Author: By Lynda Williams, Senior medwireNews Reporter
medwireNews: Initial results from the CheckMate 577 trial indicate a significant benefit with use of adjuvant nivolumab for stage II–III oesophageal and gastro-oesophageal junction cancer with residual pathological lymph node disease after neoadjuvant chemoradiotherapy and surgery.
“Nivolumab is the first adjuvant therapy to provide a statistically significant and clinically meaningful improvement in disease-free survival” in this patient population, reported Ronan Kelly, from Baylor University Medical Center in Dallas, Texas, USA, at the ESMO Virtual Congress 2020.
“These breakthrough results represent the first advance in many years for patients with operable oesophageal or gastro-oesophageal junction cancer, potentially establishing adjuvant nivolumab as a new standard of care for these difficult to treat tumours,” he said.
The trial participants had all received neoadjuvant chemoradiotherapy followed by R0 surgical resection at 4–16 weeks before randomisation to the trial: patients were assigned to receive nivolumab 240 mg every 2 weeks for 16 weeks, followed by 480 mg every 4 weeks for up to 1 year, or placebo.
The presenter emphasised that the 532 patients given nivolumab and the 262 given placebo were well balanced in terms of tumour histology (both 29% squamous cell carcinoma, 71% adenocarcinoma), disease stage at initial diagnosis (stage II, 34 vs 38%; stage III, 66 vs 62%), pathological lymph node status (ypN1 or poorer, 57 vs 58%) and PD-L1 tumour cell expression (≥1%, 17 vs 15%).
Median duration of treatment was 10.1 months with nivolumab versus 9.0 months with placebo, with the most common reasons for treatment discontinuation in these groups being treatment completion (43 vs 38%) and disease progression (28 vs 43%), respectively.
After a median 24.4 months of follow-up, the primary endpoint of the CheckMate 577 study was met, with median disease-free survival (DFS) doubling from 11.0 months with placebo to 22.4 months with nivolumab.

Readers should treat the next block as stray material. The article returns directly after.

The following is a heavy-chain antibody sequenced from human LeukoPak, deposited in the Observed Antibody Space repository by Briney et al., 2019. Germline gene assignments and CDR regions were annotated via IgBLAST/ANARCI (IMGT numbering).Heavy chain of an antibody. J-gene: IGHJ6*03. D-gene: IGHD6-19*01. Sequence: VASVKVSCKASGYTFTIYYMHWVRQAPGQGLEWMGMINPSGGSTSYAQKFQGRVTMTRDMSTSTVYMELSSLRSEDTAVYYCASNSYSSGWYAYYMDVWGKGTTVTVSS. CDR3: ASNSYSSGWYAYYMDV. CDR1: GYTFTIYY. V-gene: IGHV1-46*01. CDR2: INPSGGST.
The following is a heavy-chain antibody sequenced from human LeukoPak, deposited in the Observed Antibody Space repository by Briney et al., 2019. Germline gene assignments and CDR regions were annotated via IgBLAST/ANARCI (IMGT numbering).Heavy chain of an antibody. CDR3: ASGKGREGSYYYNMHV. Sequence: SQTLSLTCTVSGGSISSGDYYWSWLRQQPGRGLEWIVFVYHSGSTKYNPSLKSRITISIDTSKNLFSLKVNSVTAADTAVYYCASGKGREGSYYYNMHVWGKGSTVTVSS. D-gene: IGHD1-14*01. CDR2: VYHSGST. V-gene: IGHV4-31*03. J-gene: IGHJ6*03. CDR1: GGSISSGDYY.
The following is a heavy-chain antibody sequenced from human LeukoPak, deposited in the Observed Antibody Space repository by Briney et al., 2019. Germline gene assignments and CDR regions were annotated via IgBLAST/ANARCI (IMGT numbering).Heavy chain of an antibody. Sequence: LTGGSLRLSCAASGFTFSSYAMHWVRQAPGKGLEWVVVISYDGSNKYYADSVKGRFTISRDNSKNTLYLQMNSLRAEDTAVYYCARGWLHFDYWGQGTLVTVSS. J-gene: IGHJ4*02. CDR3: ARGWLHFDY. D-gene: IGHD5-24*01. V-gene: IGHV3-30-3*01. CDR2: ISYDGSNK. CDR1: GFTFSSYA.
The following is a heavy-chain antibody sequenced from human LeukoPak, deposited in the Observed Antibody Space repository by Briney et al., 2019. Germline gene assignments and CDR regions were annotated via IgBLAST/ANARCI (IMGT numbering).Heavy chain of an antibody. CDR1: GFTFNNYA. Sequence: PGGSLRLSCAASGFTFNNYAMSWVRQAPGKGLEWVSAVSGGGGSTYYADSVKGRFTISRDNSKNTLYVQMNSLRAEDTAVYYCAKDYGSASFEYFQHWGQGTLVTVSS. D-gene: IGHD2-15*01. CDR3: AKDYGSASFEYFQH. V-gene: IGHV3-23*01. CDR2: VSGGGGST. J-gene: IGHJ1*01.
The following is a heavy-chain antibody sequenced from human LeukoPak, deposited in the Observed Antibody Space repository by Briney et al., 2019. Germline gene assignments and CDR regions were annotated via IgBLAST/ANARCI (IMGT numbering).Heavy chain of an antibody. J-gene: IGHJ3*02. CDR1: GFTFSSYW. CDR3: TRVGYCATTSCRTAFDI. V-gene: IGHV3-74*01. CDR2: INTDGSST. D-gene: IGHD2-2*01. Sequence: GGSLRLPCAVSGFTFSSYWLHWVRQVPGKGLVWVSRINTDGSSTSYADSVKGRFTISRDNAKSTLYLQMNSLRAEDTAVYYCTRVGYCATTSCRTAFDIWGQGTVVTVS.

“Nivolumab provided a statistically significant and a clinically meaningful improvement in disease-free survival with a hazard ratio of 0.69 versus placebo, equating to a 31% reduction in the risk of disease recurrence or death with the use of nivolumab”, Ronan Kelly said.
Noting an “early and sustained separation of the disease-free survival curve”, he emphasized that “the placebo arm in this study reminds us that even following successful chemoradiation and an R0 surgical resection, those patients who do not achieve a pathological complete response have a high degree of disease recurrence in a relatively short period of time.”
Moreover, DFS analysis across prespecified subgroups “broadly favoured” nivolumab over placebo, regardless of histology, pathological lymph node status and PD-L1 expression, the presenter said.
Ronan Kelly also described nivolumab as being “well tolerated” with a similar rate of low and high grade adverse events to placebo. Serious treatment-related adverse events (TRAEs) at any grade occurred in 8% of nivolumab-treated patients versus 3% of controls, with grade 3–4 reported in 5% and 1%, respectively, and TRAEs leading to discontinuation in a corresponding 9% and 3%.
The most common TRAEs with potential immunological aetiology in the nivolumab arm were skin (24%), endocrine (17%) and gastrointestinal (17%) events, followed by hepatic (9%) and pulmonary (4%) symptoms. Less than 1% of nivolumab-treated patients experienced immune-related TRAEs at grade 3–4 – most commonly pneumonitis and rash at 0.8% each versus 0.4% each with placebo – and there were no grade 5 immune-related events.
Furthermore, patient-reported outcomes based on the EQ-5D-3L visual analogue scale and utility index showed “similar overall health status” over time between the two treatment groups, the presenter told delegates.
“Collectively, the safety and overall health status data support the use of nivolumab as an appropriate treatment in the adjuvant setting, where safety and tolerability are an important consideration”, Ronan Kelly concluded.
Kelly RJ, Ajani JA, Kuzdzal J, et al. Adjuvant nivoluamb in resected esophageal or gastroesophageal junction cancer (EC/GEJC) following neoadjuvant chemoradiation therapy (CRT): First results of the CheckMate 577 study. Ann Oncol; 31 (Suppl 4): S1142–S1215. DOI: 10.1016/annonc/annonc325.
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